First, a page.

What Is Stamp Duty And Who Pays It?

May 2019
What Is Stamp Duty And Who Pays It?

Stamp Duty Land Tax (SDLT) is a confusing subject, often overlooked by many first-time buyers.

 

The amount you end up paying varies by your situation, which makes it’s even more difficult to understand.

 

As a first time buyer, you might be able to claim relief and end up paying no SDLT.

 

You could be a second home, and have to pay more than if you were buying a new primary address.

 

If you’re confused, don’t worry. We’ll cover all of this and more, and answer all your stamp duty questions.

 

 

What is Stamp Duty?

If you buy a property in UK you have to pay a tax on the purchase. In England and Northern Ireland, this tax is called Stamp Duty Land Tax or SDLT for short.

 

The rules are slightly different if you’re buying in Wales or Scotland. In Wales, it’s known as Land Transaction Tax (LTT). Whereas in Scotland, buyer pay Land and Buildings Transaction Tax (LBTT).

 

Everyone pays this tax, whether they’re buying for cash or with a mortgage. There are, however, a few situations where you can legally pay less SDLT by claiming an exemption or relief.

 

It sounds fairly straightforward, so far.

 

The rules are different if you’re buying your first home, a second property or making an property investment.

 

 

How much Stamp Duty will I owe?

Like with other taxes, there are several rate bands for Stamp Duty. And so, the amount you’ll end paying is calculated on the part of the property purchase price falling within each band.

 

As they vary, let’s consider the different rates for England and Northern Ireland, Scotland and Wales.

 

 

 

 

England and Northern Ireland

Starting with Stamp Duty in England and Northern Ireland.

 

Buying a new main residence

There’s no tax on the first £125,000.

You’ll pay 2% between £125,001 – £250,000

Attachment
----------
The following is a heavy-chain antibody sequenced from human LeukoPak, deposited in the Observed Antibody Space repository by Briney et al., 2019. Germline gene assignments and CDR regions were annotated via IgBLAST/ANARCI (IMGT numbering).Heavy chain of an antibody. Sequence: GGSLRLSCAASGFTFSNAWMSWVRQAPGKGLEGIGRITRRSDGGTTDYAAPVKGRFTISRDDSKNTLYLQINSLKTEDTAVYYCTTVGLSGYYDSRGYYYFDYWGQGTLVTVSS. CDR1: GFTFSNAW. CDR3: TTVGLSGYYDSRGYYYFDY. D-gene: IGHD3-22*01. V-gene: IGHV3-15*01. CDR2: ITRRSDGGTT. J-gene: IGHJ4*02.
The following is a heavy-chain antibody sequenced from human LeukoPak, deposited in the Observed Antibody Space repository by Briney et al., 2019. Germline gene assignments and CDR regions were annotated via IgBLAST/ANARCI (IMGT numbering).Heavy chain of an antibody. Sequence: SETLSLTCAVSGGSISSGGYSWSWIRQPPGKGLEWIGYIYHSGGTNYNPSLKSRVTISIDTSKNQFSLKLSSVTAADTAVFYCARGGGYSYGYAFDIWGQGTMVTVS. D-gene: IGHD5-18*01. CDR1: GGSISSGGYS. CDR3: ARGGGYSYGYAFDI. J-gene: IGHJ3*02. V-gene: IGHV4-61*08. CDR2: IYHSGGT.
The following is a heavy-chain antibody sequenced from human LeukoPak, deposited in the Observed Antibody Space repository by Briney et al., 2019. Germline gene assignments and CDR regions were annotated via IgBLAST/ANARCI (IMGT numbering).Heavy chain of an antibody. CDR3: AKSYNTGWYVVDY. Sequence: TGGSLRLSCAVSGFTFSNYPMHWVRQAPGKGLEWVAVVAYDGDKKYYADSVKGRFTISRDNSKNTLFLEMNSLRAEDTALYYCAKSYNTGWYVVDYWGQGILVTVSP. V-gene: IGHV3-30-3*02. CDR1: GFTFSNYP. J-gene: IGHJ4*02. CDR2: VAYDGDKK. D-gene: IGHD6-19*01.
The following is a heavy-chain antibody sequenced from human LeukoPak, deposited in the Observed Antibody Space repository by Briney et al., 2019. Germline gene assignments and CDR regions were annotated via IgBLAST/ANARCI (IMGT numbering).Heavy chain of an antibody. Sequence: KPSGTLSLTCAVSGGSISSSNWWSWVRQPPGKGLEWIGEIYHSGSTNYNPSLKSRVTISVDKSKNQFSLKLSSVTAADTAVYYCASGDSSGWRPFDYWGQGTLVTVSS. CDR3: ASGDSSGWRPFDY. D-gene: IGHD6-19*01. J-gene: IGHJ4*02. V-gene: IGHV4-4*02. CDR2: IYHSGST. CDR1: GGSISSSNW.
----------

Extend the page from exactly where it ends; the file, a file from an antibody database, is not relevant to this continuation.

Then 5% between £250,001 – £925,000

This rises to 10% between £925,001 – £1,500,000

And again to 12% on purchases over £1,500,001

 

Example

Let’s say we’re planning to buy a property for £500,000 as a main residence.

 

There’s no tax below £125,000, which is £0.

You’ll pay 2% on between £125,001 and £250,000, which is £2,500.

Then 5% on the value of the property between £250,001 and £500,000, which is £12,500.

 

So in total this means you’ll pay £15,000 (£0 + £2,500 + £12,500).

 

Buying a second home or investment property

There’s no tax on properties worth between £0 – £40,000

If the property is worth more than £40,000, You’ll pay 3% between £0 – £125,000

Then 5% between £125,001 – £250,000

8% between £250,000 – £925,000

This rises to 13% between £925,001 – £1,500,000

And again to 15% on purchases over £1,500,001

 

Example

Now let’s assume you’re buying the £500,000 property as a second home.

 

You’ll pay 3% between £0 – £125,000, which is £3,750.

Then 5% between £125,001 – £250,000, which is £6,250.

And 8% between £250,000 – £925,000, which is £20,000.

 

So in total this means you’ll pay £30,000 (£3,750 + £6,250 + £20,000).

 

 

If you’re stuck or want a quick way to calculate what SDLT is due, then use the HM Revenue and Customs’ Stamp Duty Land Tax calculator.

 

 

Scotland

Called Land and Buildings Transaction Tax in Scotland, it still works the same way. The major difference is the tax bands and rates.

 

Buying a new main residence

There’s no tax on the first £145,000.

You’ll pay 2% between £145,001 – £250,000